As the name suggests, this method is the middle ground between traditional lecture-style teaching and the online technology-driven style of studying. This hybrid teaching strategy combines classroom instruction, digital research, use of technology for assessment and project work. While being physically in a classroom, teaching material can be accessed virtually through smart classroom devices. Teachers use technology to teach or explain concepts and submissions are made through devices. The blended learning method allows for both in-person interaction of the students with their teachers and peers and, at the same time, uses collaborative tech for projects and assessments. The students can further seek individual time with their educators for clarifications or inputs, making this a more Student-centric approach.
- Differentiated Instruction
Initially devised to ensure equal education to children of all backgrounds and learning needs, the differentiated instruction method promotes an inclusive learning environment for all students. Based on the premise that different students learn differently, this strategy utilises several teaching tools such as books, activities, prompts and visual aids to connect with all learners. Assessments are also made through a combination of tools, giving all students of a mixed-ability class a fair opportunity to apply their learnings.
- Inquiry-based Learning
Largely a student-centric teaching method, Inquiry-based learning requires a student to explore and investigate a topic, seeking answers through multiple sources and active research. The teacher plays the role of a facilitator, guiding the student through the process. An educator’s focus in this method is on the direction of enquiry, resources used, as well as the process followed. The student, by actively engaging, gets in-depth knowledge on the subject. They enjoy being able to pursue their interest while the educator instils the important skills of critical thinking in the student.
- Expeditionary Learning
Literally meaning learning-through-expeditions, this teaching method involves students being able to apply concepts learned in the classroom to practical, real-world scenarios. This could be in the form of field trips, outdoor group activities, nature exploration, or real-life experiments, giving students a holistic experience. Students gain practical experience and, at the same time, the opportunity to work on multifaceted problem solutions. This helps them build collaborative skills, teamwork and key personal attributes for life.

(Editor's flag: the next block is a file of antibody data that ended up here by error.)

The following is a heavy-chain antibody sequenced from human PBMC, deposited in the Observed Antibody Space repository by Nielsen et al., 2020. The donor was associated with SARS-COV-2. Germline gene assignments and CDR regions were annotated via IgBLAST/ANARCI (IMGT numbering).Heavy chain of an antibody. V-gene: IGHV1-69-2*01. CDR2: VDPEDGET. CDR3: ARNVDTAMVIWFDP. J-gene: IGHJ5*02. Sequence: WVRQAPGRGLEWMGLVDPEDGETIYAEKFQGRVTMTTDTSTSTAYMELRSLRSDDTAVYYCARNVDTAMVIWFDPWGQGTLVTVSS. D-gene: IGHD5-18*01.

- Personalised Learning
A fairly new approach, the Personalised Learning Strategy allows students to create their own study plan based on personal interest and familiarity with the concept. Also known as Competency-based Learning, Students can work at their own pace and finish lessons as per their own competency with the subject. Teachers engage regularly on a one-on-one basis to address doubts and questions, suggesting useful resources, practice tests and giving specific assessments. This is progress and an interest-based approach. On one hand, it allows students to work beyond their grade and, on the other, it helps students facing difficulty to catch up with their class. Strongly student-centric, this approach is fairly high-tech as it requires students to access extra learning material beyond the classroom.
- Game-Based Learning
As the name suggests, this teaching strategy uses games (digital or non-digital) to help students master soft skills and, at the same time, build a better understanding of the concept application. Extremely engaging for students, this method keeps them going with the possibility of winning points or badges, fulfilling quests and using their skills in a gamified environment. Students internalise insights without a lot of effort through the immersive aspect, inherent to games. They also learn to make choices, problem-solve and think independently to navigate various stages of the game.
- Group Learning
A teaching strategy that fosters collaboration, Group Learning requires students to work in groups towards a common goal. It teaches them valuable skills such as teamwork, insight sharing, building on ideas, active participation, working towards a common goal and ownership. Also known as Collaborative Learning, it requires students to research, discuss and divide tasks before collectively arriving at the outcome. The outcome is then shared with the teacher and the rest of the class in the form of a presentation. This method also teaches students to be open to critique by their peers and answer questions on the process and choices made. The teacher’s role here is that of a guide, supervising the process and providing feedback on the outcome.